Medi-Cal Asset Test Removal: The FY 2021-22 budget includes $394 million ($197 million GF) in 2022-23 and ongoing to increase the Medi-Cal asset limit to $130,000 for an individual (plus $65,000 for each additional household member) no sooner than July 1, 2022. The budget also plans to fully eliminate the Medi-Cal asset test no sooner than January 1, 2024.[v][vi] Elimination of the asset test can result in nearly 18,000 people that will be newly eligible for Medi-Cal.[vii]

Covered California and New Federal ARPA Subsidies: The 2019 Budget Act included historic subsidies to help more low- and middle-income Californians afford health coverage through Covered California, and created an individual mandate that requires Californians to obtain comprehensive health care coverage or pay a penalty. For FY 2020-21 and FY 2021-22, ARPA provides more generous coverage subsidies than the current state subsidy program, effectively eliminating the need for state subsidies. The budget assumes General Fund savings totaling $732.7 million over FY 2020-21 and FY 2021-22 combined, due to new federal subsidy levels replacing the state subsidy program.[viii]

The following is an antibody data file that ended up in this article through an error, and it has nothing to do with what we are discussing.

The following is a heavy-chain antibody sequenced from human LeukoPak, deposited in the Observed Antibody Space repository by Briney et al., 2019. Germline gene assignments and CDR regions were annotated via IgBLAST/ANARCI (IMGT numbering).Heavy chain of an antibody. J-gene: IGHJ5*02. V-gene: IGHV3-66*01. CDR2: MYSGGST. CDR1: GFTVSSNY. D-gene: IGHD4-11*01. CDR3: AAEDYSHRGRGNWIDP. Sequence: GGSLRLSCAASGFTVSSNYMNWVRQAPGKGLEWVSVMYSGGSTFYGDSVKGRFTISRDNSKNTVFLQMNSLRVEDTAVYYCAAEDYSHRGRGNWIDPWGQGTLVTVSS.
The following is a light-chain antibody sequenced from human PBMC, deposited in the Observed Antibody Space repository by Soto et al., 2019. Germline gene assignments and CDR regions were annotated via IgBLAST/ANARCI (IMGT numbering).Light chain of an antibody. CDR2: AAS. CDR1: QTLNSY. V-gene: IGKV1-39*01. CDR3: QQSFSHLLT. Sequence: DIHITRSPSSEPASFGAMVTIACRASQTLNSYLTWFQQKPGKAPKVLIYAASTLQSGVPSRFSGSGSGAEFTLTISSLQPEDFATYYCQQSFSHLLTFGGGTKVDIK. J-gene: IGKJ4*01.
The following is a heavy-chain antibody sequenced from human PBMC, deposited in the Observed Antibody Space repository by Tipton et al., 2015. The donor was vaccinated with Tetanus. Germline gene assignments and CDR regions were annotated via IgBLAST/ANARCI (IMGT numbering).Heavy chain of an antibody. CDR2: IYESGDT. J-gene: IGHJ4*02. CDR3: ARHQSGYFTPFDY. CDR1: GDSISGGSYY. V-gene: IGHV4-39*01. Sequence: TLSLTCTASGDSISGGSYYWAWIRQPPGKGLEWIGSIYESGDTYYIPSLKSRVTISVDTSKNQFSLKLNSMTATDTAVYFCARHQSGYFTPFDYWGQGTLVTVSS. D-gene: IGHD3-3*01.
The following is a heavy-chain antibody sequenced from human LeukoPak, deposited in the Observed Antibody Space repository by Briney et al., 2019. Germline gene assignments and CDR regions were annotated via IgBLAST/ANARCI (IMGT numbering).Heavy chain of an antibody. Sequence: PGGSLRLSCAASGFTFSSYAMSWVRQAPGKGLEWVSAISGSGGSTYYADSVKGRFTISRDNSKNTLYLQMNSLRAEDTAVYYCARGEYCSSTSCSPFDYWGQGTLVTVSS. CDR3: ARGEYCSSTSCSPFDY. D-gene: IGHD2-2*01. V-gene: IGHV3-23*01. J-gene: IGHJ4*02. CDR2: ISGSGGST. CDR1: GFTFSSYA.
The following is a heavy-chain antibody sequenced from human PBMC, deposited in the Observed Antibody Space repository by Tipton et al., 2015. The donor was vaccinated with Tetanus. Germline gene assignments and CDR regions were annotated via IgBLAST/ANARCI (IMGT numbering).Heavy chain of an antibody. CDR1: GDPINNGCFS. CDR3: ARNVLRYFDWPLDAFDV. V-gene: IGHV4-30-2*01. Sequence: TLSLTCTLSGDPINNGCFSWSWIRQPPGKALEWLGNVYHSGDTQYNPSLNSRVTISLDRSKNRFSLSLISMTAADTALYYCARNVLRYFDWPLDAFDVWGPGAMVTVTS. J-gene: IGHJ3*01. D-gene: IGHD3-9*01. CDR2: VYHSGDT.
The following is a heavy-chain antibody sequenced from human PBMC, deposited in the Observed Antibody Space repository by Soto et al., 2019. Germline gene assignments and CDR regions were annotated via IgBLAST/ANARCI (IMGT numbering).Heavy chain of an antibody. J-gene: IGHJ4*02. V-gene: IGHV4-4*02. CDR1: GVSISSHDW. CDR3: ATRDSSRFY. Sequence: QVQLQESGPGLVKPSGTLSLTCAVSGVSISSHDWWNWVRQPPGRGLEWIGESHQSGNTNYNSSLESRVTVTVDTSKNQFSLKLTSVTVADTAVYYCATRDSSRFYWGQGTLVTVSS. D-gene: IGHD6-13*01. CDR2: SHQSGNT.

3. Medi-Cal and Social Services—CalAIM Updated and New Benefits Available to Consumers

California Advancing and Innovating Medi-Cal (CalAIM) Implementation: Effective January 1, 2022, the budget includes $1.6 billion total funds ($650.7 million GF) for FY 2021-22, and increases costs to $1.5 billion total funds ($812.5 million GF) by FY 2022-24. The budget projects a decrease of $900 million ($480 million GF) in 2024-25 and ongoing.[vi] CalAIM, which builds upon demonstration programs such as Whole Person Care and the Health Homes Program, will identify and manage member risks while focusing on whole person care, population health management, behavioral health addressing the social determinants of health, and make Medi-Cal less complex while increasing flexibility within the program. For more information on the CalAIM proposal, visit ITUP’s blog, CalAIM Summary and Timeline, and ITUP’s CalAIM Essentials Brief.